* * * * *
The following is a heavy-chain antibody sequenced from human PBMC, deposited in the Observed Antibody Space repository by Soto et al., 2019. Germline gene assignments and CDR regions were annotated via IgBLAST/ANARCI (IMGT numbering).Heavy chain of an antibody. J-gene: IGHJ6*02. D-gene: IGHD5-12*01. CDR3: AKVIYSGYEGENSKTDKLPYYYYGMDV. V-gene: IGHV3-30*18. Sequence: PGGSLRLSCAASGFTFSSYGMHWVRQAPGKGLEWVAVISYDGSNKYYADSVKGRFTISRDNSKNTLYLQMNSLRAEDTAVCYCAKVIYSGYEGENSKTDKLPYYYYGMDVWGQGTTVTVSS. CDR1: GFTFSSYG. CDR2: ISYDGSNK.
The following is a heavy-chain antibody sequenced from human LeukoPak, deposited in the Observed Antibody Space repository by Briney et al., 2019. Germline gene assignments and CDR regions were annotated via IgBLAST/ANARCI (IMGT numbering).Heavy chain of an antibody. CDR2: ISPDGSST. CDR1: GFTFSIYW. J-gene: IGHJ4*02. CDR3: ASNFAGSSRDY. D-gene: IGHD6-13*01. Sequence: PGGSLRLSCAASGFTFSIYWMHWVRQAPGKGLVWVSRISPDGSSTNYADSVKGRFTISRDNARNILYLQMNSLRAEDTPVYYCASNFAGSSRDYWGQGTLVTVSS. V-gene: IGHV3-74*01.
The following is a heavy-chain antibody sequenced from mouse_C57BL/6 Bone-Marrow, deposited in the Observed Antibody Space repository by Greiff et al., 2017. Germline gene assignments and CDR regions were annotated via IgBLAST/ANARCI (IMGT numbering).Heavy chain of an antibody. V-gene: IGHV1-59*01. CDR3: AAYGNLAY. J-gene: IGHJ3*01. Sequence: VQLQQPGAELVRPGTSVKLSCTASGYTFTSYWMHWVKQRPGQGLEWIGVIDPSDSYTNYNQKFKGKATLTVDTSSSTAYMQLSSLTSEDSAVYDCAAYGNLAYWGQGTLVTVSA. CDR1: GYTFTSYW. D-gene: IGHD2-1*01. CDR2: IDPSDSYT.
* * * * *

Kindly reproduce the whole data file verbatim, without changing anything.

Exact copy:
The following is a heavy-chain antibody sequenced from human PBMC, deposited in the Observed Antibody Space repository by Soto et al., 2019. Germline gene assignments and CDR regions were annotated via IgBLAST/ANARCI (IMGT numbering).Heavy chain of an antibody. J-gene: IGHJ6*02. D-gene: IGHD5-12*01. CDR3: AKVIYSGYEGENSKTDKLPYYYYGMDV. V-gene: IGHV3-30*18. Sequence: PGGSLRLSCAASGFTFSSYGMHWVRQAPGKGLEWVAVISYDGSNKYYADSVKGRFTISRDNSKNTLYLQMNSLRAEDTAVCYCAKVIYSGYEGENSKTDKLPYYYYGMDVWGQGTTVTVSS. CDR1: GFTFSSYG. CDR2: ISYDGSNK.
The following is a heavy-chain antibody sequenced from human LeukoPak, deposited in the Observed Antibody Space repository by Briney et al., 2019. Germline gene assignments and CDR regions were annotated via IgBLAST/ANARCI (IMGT numbering).Heavy chain of an antibody. CDR2: ISPDGSST. CDR1: GFTFSIYW. J-gene: IGHJ4*02. CDR3: ASNFAGSSRDY. D-gene: IGHD6-13*01. Sequence: PGGSLRLSCAASGFTFSIYWMHWVRQAPGKGLVWVSRISPDGSSTNYADSVKGRFTISRDNARNILYLQMNSLRAEDTPVYYCASNFAGSSRDYWGQGTLVTVSS. V-gene: IGHV3-74*01.
The following is a heavy-chain antibody sequenced from mouse_C57BL/6 Bone-Marrow, deposited in the Observed Antibody Space repository by Greiff et al., 2017. Germline gene assignments and CDR regions were annotated via IgBLAST/ANARCI (IMGT numbering).Heavy chain of an antibody. V-gene: IGHV1-59*01. CDR3: AAYGNLAY. J-gene: IGHJ3*01. Sequence: VQLQQPGAELVRPGTSVKLSCTASGYTFTSYWMHWVKQRPGQGLEWIGVIDPSDSYTNYNQKFKGKATLTVDTSSSTAYMQLSSLTSEDSAVYDCAAYGNLAYWGQGTLVTVSA. CDR1: GYTFTSYW. D-gene: IGHD2-1*01. CDR2: IDPSDSYT.